SLP, which evolved into SVE, was the driver behind the Firehawks, and a fourth-generation iteration would show up in 1999, with very little differences from the model reviewed. The formidable fourth-generation platform, the first time an LS showed up in an f-body, was a great platform for SLP to build upon.
Available as a Firebird Formula, or Trans Am, the Firehawk was supposed to receive fixed headlights, in place of the flip-up style lights, in 1998, which would ultimately be the reason the year model was skipped. The projector lamps with carbon fiber housing would go on to show up as a popular aftermarket modification, for people who preferred the look, and wanted that 11-pounds of weight savings.
The composite hood with larger inlets and heat extractors on the reviewed 1998 Firehawk would go on to appear on the 4th-generation models, as well as in the aftermarket as one of the most popular hood swaps for the generation. Taking duty at the rear of the test car is the standard Trans Am spoiler, but a two-tier spoiler was also available from SLP. 17×9-inch wheels were another standout Firehawk option, available in paint or chrome, and wrapped in low-profile Firestone tires.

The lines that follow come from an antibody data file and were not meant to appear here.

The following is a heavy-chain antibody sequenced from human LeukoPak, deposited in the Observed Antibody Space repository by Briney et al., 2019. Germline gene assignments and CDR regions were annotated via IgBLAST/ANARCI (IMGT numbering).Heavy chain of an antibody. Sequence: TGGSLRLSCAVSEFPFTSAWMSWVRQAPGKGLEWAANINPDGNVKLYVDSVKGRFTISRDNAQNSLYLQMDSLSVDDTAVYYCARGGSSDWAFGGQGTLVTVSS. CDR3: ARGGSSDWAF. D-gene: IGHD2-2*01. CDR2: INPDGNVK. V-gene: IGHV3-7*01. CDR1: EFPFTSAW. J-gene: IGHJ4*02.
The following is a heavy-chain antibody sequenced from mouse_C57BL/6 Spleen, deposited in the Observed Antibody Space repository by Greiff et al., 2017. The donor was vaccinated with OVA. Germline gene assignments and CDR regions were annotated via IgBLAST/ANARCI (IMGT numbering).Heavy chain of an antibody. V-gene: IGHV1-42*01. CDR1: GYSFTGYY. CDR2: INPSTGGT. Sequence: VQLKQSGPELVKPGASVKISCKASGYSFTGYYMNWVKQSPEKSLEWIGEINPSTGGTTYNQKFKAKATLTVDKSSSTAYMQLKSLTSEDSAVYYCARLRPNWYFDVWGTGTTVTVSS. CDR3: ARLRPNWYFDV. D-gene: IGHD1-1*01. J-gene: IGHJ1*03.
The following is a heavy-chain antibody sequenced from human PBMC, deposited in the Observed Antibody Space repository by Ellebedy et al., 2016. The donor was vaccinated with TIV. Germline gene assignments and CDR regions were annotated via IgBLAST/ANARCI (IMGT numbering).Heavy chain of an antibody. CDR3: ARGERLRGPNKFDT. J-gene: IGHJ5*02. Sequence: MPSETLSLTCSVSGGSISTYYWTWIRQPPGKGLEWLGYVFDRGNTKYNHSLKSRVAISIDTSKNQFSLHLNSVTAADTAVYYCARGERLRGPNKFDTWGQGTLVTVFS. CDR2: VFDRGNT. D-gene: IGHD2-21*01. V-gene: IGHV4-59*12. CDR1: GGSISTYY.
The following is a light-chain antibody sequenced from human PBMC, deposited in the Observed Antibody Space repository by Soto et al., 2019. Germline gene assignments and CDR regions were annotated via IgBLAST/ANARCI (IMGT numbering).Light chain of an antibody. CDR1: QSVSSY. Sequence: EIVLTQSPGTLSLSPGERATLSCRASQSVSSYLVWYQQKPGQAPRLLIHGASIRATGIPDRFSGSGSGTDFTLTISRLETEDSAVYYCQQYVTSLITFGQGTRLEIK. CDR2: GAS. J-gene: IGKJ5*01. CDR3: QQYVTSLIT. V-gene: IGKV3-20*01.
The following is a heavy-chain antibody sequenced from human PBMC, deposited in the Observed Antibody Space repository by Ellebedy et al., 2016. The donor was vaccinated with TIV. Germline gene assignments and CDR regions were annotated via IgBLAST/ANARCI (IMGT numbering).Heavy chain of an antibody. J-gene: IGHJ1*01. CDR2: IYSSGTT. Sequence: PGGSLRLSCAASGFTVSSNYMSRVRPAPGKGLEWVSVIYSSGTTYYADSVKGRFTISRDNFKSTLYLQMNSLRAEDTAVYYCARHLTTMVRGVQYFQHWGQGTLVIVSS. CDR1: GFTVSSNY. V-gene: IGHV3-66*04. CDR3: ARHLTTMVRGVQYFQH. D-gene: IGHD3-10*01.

As we already know now, the looks were just a warning to competitors about the performance the Firehawk brought to the table. The freer breathing induction system and high-flow exhaust boosted the Firehawk to 327-horsepower and 345 lbs-ft of torque. The model tested had a six-speed transmission with an optional Hurst shifter, a heavy-duty option for the car. Performance upgrades amounted to a 0-60 mph sprint in just 5.1-seconds, with a quarter-mile time of 13.4-seconds at 106 mph, but we’ve all seen them go faster when stock.
The suspension was addressed with a level 1 kit on the tested model, giving it more impressive road and track handling characteristics. This package included thicker sway bars, Bilstein shocks, and progressive rate springs, offering smoother transitions and quicker turns. On the inside, the only unique identifier is a Firehawk badge, and the reviewer notes the big beautiful dash, which is hard to find intact these days.
In theory, buyers could visit the dealership and order the WU6 package on a Formula or Trans Am, which added $3,999 to order, but we know now that wasn’t happening in 1998. Adding this to the MSRP, the lowest you could get the Firehawk was set to be $27,600 for the Formula, and the as-tested car was $33,801, which is cheaper than you can get a 1999-up one now, due to their explosive popularity on the collector’s market.
Elizabeth is a hardcore horsepower enthusiast with unmatched intensity for making things faster and louder. She wakes up for power and performance and only sleeps to charge up for the next project that’s heading to the track. From autocross to drag racing, Elizabeth is there with you, so stay tuned for her unique perspective on horsepower news, builds, tech info, and installs — with her, it’ll never be boring!